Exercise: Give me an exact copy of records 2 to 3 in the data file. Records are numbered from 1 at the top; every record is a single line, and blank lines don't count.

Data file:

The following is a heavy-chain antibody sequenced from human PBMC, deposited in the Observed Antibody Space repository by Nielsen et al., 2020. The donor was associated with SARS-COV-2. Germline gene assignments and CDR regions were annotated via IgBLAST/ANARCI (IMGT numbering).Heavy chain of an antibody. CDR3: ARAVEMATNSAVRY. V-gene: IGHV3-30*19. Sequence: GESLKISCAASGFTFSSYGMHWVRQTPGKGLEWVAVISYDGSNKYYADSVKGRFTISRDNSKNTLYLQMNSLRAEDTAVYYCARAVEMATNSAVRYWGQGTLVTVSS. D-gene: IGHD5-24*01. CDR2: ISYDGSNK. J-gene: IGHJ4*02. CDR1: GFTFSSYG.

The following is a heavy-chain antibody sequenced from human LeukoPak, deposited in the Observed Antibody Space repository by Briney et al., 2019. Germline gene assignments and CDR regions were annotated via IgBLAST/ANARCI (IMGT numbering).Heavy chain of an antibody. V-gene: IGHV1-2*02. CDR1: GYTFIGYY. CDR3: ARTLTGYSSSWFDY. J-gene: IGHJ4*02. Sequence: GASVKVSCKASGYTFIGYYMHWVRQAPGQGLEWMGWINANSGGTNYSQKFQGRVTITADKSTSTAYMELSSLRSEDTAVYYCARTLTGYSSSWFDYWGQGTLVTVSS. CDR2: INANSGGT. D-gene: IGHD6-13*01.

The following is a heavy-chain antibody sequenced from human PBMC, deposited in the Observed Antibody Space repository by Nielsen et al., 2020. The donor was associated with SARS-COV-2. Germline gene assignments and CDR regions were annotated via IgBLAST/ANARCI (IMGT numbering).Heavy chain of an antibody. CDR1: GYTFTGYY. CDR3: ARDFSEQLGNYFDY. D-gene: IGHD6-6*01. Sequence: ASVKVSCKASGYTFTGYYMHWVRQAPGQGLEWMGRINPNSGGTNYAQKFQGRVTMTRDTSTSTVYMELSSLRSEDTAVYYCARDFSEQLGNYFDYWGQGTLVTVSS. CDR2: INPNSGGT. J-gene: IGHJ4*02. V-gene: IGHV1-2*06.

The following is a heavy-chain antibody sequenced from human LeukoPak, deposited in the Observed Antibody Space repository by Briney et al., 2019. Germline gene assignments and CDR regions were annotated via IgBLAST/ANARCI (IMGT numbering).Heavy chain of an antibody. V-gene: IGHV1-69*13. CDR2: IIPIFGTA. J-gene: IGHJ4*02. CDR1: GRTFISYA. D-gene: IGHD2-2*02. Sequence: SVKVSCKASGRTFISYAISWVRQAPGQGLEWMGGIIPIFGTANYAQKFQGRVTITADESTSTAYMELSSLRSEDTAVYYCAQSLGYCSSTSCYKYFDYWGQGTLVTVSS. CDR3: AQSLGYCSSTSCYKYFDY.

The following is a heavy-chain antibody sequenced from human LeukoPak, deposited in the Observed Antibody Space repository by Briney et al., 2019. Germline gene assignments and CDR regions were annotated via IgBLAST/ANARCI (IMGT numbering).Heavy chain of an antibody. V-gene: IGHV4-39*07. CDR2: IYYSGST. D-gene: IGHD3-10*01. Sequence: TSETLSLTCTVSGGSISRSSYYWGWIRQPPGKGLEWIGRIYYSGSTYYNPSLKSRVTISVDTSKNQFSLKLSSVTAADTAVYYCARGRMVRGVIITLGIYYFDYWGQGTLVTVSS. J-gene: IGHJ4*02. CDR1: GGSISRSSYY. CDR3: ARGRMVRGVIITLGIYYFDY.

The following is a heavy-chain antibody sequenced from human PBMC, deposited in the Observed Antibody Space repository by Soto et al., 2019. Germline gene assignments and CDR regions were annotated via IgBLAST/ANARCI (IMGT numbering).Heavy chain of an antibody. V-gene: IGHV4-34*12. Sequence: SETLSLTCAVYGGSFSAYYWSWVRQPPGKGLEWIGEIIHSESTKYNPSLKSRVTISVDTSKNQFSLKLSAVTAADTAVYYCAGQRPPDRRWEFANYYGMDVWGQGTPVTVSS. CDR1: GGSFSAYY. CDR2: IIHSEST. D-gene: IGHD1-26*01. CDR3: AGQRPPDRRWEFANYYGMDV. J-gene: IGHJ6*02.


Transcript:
The following is a heavy-chain antibody sequenced from human LeukoPak, deposited in the Observed Antibody Space repository by Briney et al., 2019. Germline gene assignments and CDR regions were annotated via IgBLAST/ANARCI (IMGT numbering).Heavy chain of an antibody. V-gene: IGHV1-2*02. CDR1: GYTFIGYY. CDR3: ARTLTGYSSSWFDY. J-gene: IGHJ4*02. Sequence: GASVKVSCKASGYTFIGYYMHWVRQAPGQGLEWMGWINANSGGTNYSQKFQGRVTITADKSTSTAYMELSSLRSEDTAVYYCARTLTGYSSSWFDYWGQGTLVTVSS. CDR2: INANSGGT. D-gene: IGHD6-13*01.

The following is a heavy-chain antibody sequenced from human PBMC, deposited in the Observed Antibody Space repository by Nielsen et al., 2020. The donor was associated with SARS-COV-2. Germline gene assignments and CDR regions were annotated via IgBLAST/ANARCI (IMGT numbering).Heavy chain of an antibody. CDR1: GYTFTGYY. CDR3: ARDFSEQLGNYFDY. D-gene: IGHD6-6*01. Sequence: ASVKVSCKASGYTFTGYYMHWVRQAPGQGLEWMGRINPNSGGTNYAQKFQGRVTMTRDTSTSTVYMELSSLRSEDTAVYYCARDFSEQLGNYFDYWGQGTLVTVSS. CDR2: INPNSGGT. J-gene: IGHJ4*02. V-gene: IGHV1-2*06.